1980: The Year the Music Died

The 80s, new decade, new fads, new culture. Things were looking optimistic, no longer was everything brown and yellow like the 70s, things were much more colourful. But the first year of the new decade would prove to be the worst, for these iconic musicians.

1980: The Year the Music Died

Musicians come and go; that's how the industry works. But most of the time, the artist simply loses popularity, and fades away from a stint at the top, being the most talked-about sensation in months. But, some careers don't end up like that. It's saddening how the best and most promising faces in music meet their tragic end, all but too soon. Here are a few of the biggest losses to music in 1980.

Curtis on stage with Joy Division.

Ian Curtis:

The name may not ring any bells, but the waves of a pulsar, and the name "Joy Division," certainly will. Front man of the short lived post-punk band, he certainly left a mark on the alternative music scene, sparking a surge in new rockers in Manchester, going on to inspire countless locals who admired him for his emotional lyrics and unique stage presence. But sadly, he would never see the followers of Joy Division reach the heights of creativity and stardom, as on May 18th, just before the band was due to embark on their first US tour, he took his own life, unable to deal with depression and epilepsy any longer, leaving an empty hole in many fans and Mancunians hearts. He was aged just 23.

Scott performing with AC/DC.

Bon Scott:

How many Scottish/Australian singers can you name? Not many, I imagine. Other than legendary hard rock band AC/DC, there are few. The charismatic singer had it all: great looks, and an even greater band, paving the way for countless other rock bands, including Van Halen, Metallica, and even many cover bands. However, after the band had finished for the day, the lot went down the pub, as any rock stars would do. Too out of it to even get up the stairs to his hotel room after exiting a taxi, he was dragged by band mates Malcolm and Angus, who put him to bed. The next day, he was found dead in the very same bed, due to inhalation of vomit, believed to have happened as he was unconscious. He was discovered on February 19th, aged 33.

Bonham during an interview.

John Bonham:

Drummer for the hugely-successful Led Zeppelin, Bonham was a man with rhythms few could imitate, admired by critics and percussionists alike. No one could lay down a double bass drum speed quite like Bonham. Catching the attention of many beginning drummers wanting to be the next rhythm section for the next Led Zeppelin, his skills still puzzle and intrigue listeners, to this day. But one eventful day in September, Bonham went on an all-day drinking binge after finishing rehearsals with the band, consuming what was said to be the equivalent of 40 shots of vodka. He would be found dead in band mate Jimmy Page's Windsor home the next day, determined to have died of alcohol intoxication. He was aged 32.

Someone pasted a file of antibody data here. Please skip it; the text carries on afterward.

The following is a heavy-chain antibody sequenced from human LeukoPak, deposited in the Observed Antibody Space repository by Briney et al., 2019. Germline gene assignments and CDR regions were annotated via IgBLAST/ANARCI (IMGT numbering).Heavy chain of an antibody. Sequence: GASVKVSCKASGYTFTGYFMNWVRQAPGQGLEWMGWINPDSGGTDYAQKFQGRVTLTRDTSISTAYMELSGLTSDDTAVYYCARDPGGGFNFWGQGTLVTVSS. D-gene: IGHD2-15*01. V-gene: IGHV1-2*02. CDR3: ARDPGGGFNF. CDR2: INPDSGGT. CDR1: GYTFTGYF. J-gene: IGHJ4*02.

Lennon photographed in his studio.

John Lennon:

A man who needs no introduction. Founding member of The Beatles, and receiving equal success as a solo artist after their dissolution, Lennon became an icon in British music, inspiring countless artists and bands, such as Oasis, Nirvana, and even The Who. Lennon was to be idolised, just as much as The Beatles were. Things were looking up for Lennon, releasing a commercially successful album after a five-year hiatus, and planning a world tour that year, accompanied by his wife, Yoko Ono. But this never came to be, as on the faithful night of December 8th, after finishing some recordings at his studio, Lennon was shot and killed by a deranged gunman, envious of his fame, and enraged by a past comment he made on a televised interview. This happened just outside his apartment of the Dakota building, in New York. He was 40 years old.

Beloved artists pass every year, but I don't think there will ever be another year during which so many amazing talents left us, so unexpectedly and so sadly. They may no longer be with us, but they left us some fantastic records.

80s music
Read next: Jay Z: From Worst to Best
Greg Jarvis
See all posts by Greg Jarvis